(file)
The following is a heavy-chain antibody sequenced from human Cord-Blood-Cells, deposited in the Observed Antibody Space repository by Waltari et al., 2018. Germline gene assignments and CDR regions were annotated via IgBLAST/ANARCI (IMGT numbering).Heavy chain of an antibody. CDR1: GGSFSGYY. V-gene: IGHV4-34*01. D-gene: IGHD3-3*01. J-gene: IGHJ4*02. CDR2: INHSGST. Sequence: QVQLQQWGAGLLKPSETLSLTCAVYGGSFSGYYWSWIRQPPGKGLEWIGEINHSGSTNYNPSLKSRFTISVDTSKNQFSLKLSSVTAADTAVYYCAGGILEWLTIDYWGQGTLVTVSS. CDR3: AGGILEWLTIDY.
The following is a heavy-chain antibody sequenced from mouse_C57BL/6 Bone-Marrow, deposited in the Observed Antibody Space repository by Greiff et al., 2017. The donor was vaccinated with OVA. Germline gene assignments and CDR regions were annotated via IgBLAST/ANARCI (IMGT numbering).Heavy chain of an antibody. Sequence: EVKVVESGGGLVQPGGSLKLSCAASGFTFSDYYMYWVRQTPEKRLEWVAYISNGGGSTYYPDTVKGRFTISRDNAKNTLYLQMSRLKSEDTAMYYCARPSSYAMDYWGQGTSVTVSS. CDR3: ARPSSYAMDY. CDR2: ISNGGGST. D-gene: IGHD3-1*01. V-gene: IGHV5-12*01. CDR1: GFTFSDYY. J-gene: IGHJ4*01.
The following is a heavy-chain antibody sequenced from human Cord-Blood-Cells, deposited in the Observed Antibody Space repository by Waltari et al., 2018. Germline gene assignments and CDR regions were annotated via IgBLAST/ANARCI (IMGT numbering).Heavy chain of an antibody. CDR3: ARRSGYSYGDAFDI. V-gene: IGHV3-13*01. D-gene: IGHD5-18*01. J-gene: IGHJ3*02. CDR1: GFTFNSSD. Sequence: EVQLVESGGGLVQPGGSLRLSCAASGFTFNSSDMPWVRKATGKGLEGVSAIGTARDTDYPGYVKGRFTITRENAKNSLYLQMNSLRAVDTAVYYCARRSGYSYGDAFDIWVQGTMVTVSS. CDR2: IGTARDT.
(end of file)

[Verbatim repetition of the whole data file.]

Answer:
The following is a heavy-chain antibody sequenced from human Cord-Blood-Cells, deposited in the Observed Antibody Space repository by Waltari et al., 2018. Germline gene assignments and CDR regions were annotated via IgBLAST/ANARCI (IMGT numbering).Heavy chain of an antibody. CDR1: GGSFSGYY. V-gene: IGHV4-34*01. D-gene: IGHD3-3*01. J-gene: IGHJ4*02. CDR2: INHSGST. Sequence: QVQLQQWGAGLLKPSETLSLTCAVYGGSFSGYYWSWIRQPPGKGLEWIGEINHSGSTNYNPSLKSRFTISVDTSKNQFSLKLSSVTAADTAVYYCAGGILEWLTIDYWGQGTLVTVSS. CDR3: AGGILEWLTIDY.
The following is a heavy-chain antibody sequenced from mouse_C57BL/6 Bone-Marrow, deposited in the Observed Antibody Space repository by Greiff et al., 2017. The donor was vaccinated with OVA. Germline gene assignments and CDR regions were annotated via IgBLAST/ANARCI (IMGT numbering).Heavy chain of an antibody. Sequence: EVKVVESGGGLVQPGGSLKLSCAASGFTFSDYYMYWVRQTPEKRLEWVAYISNGGGSTYYPDTVKGRFTISRDNAKNTLYLQMSRLKSEDTAMYYCARPSSYAMDYWGQGTSVTVSS. CDR3: ARPSSYAMDY. CDR2: ISNGGGST. D-gene: IGHD3-1*01. V-gene: IGHV5-12*01. CDR1: GFTFSDYY. J-gene: IGHJ4*01.
The following is a heavy-chain antibody sequenced from human Cord-Blood-Cells, deposited in the Observed Antibody Space repository by Waltari et al., 2018. Germline gene assignments and CDR regions were annotated via IgBLAST/ANARCI (IMGT numbering).Heavy chain of an antibody. CDR3: ARRSGYSYGDAFDI. V-gene: IGHV3-13*01. D-gene: IGHD5-18*01. J-gene: IGHJ3*02. CDR1: GFTFNSSD. Sequence: EVQLVESGGGLVQPGGSLRLSCAASGFTFNSSDMPWVRKATGKGLEGVSAIGTARDTDYPGYVKGRFTITRENAKNSLYLQMNSLRAVDTAVYYCARRSGYSYGDAFDIWVQGTMVTVSS. CDR2: IGTARDT.